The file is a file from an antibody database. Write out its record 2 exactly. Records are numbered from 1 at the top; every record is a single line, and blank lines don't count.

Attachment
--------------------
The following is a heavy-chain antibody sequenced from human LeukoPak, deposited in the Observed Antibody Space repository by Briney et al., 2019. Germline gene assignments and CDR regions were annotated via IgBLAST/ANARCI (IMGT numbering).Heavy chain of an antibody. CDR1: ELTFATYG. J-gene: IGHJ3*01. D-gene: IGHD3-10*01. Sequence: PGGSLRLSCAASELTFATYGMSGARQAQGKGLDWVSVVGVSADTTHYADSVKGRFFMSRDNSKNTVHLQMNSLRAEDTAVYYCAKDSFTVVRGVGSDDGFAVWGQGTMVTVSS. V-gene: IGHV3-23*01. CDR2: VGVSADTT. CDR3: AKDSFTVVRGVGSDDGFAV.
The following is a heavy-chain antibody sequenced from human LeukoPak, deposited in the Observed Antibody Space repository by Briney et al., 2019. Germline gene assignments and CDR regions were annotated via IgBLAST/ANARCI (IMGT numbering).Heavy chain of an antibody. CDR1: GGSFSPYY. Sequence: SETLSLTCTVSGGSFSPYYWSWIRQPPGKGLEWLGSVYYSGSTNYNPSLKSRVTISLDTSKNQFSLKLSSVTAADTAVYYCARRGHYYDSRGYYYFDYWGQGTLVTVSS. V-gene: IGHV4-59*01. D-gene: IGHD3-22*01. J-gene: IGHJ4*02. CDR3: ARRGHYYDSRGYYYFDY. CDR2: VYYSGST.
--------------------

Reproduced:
The following is a heavy-chain antibody sequenced from human LeukoPak, deposited in the Observed Antibody Space repository by Briney et al., 2019. Germline gene assignments and CDR regions were annotated via IgBLAST/ANARCI (IMGT numbering).Heavy chain of an antibody. CDR1: GGSFSPYY. Sequence: SETLSLTCTVSGGSFSPYYWSWIRQPPGKGLEWLGSVYYSGSTNYNPSLKSRVTISLDTSKNQFSLKLSSVTAADTAVYYCARRGHYYDSRGYYYFDYWGQGTLVTVSS. V-gene: IGHV4-59*01. D-gene: IGHD3-22*01. J-gene: IGHJ4*02. CDR3: ARRGHYYDSRGYYYFDY. CDR2: VYYSGST.